The Tories are resigned to an almighty defeat

The herd of Conservative MPs is on the move again, this time obediently setting off towards the abattoir in which the careers of most will meet a grisly end. When historians come to write their accounts of the Conservative administrations of 2015-24, they will have a bewildering variety of ‘worst weeks’ to choose from, but the past seven days will have a strong claim to mark the moment when the fight went out of the parliamentary Conservative party and it became resigned to its fate. Rishi Sunak achieved one thing of note this week Two MRP polls with huge samples offering the possibility of constituency-level projections have offered a new

Could Jonathan Gullis be another Lee Anderson?

11 min listen

After the resignations of two ministers last night, No. 10 carried out a mini reshuffle, which included some controversial decisions. In particular, the appointment of the outspoken Red Wall MP Jonathan Gullis had some questioning whether Rishi Sunak was making another Lee Anderson-style mistake. James Heale talks to Katy Balls and former editor of Conservative Home, Paul Goodman. Produced by Cindy Yu and Patrick Gibbons.

Can the Tories avoid oblivion?

Another day, another terrible poll for the Tories – the latest YouGov survey records support for the parties at Labour 46 per cent, Conservative 20 per cent, Reform 14 per cent, Lib Dem 7 per cent, Green 7 per cent. So far, so normal for our beleaguered governing party – even if Reform has nudged up another point to its record-ever showing. Six points between the Cons and Reform looks to me like the sort of margin that could be wiped out altogether were Nigel Farage to take the helm of the challenger party. The Labour lead and vote share is so commanding that the current response of many Tory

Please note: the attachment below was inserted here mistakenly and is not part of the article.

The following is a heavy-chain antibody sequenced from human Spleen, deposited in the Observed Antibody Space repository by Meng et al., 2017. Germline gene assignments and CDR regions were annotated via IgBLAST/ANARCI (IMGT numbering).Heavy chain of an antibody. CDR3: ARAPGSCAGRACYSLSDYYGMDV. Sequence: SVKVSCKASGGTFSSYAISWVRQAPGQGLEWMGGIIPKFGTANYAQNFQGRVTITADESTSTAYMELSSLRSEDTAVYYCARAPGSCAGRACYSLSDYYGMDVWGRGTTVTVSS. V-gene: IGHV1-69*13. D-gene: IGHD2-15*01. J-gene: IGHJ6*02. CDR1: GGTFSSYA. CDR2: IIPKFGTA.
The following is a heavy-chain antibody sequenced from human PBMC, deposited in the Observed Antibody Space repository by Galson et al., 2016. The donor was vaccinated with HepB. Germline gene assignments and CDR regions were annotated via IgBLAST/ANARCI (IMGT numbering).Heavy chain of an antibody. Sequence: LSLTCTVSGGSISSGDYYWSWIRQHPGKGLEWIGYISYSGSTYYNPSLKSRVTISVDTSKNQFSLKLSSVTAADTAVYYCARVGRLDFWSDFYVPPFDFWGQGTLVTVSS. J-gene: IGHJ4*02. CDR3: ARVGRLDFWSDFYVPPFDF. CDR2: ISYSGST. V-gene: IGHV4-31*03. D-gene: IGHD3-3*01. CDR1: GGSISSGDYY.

The Trumpification of the Tory party

Anthony Scaramucci, Donald Trump’s former director of communications, has a phrase that sums up his old boss’s effect on political debate: ‘the universe bends towards him’. In the US, discussion about this year’s election is all about Trump. But he is exerting the same gravitational pull in Britain, both on the Tories as they face opposition, and Labour as it mulls the likely dilemmas of government. Trump is resentful of those who have been ‘nasty’ about him: this includes nearly everyone in the Labour party Theresa May offers a case study in how not to deal with Trump. She hoped to befriend him and acquire some kind of post-Brexit trade

Lee Anderson suspended: what now?

Lee Anderson has been suspended from the Conservative party this afternoon after saying on GB News that Islamists controlled Sadiq Khan. Will Rishi Sunak miss having the Ashfield MP in his party? Will Anderson join reform? Max Jeffery speaks to Fraser Nelson and Katy Balls.

Could Britain have a farmers’ revolt?

Nine years ago, when Rishi Sunak was campaigning to be the Conservative candidate for Richmond in Yorkshire, he knew his background wouldn’t work in his favour. Here was a millionaire City slicker – fresh from a spell in Silicon Valley – standing in a rural safe seat against local rivals. William Hague, who was retiring from the seat, told him he’d need to do a crash course in country living. Sunak replied that he’d milk some cows right away. Now, the Prime Minister takes great pride in his familiarity with rural issues. He cites hill farming as a passion and boasts to friends of his ‘deep knowledge of sheep’. The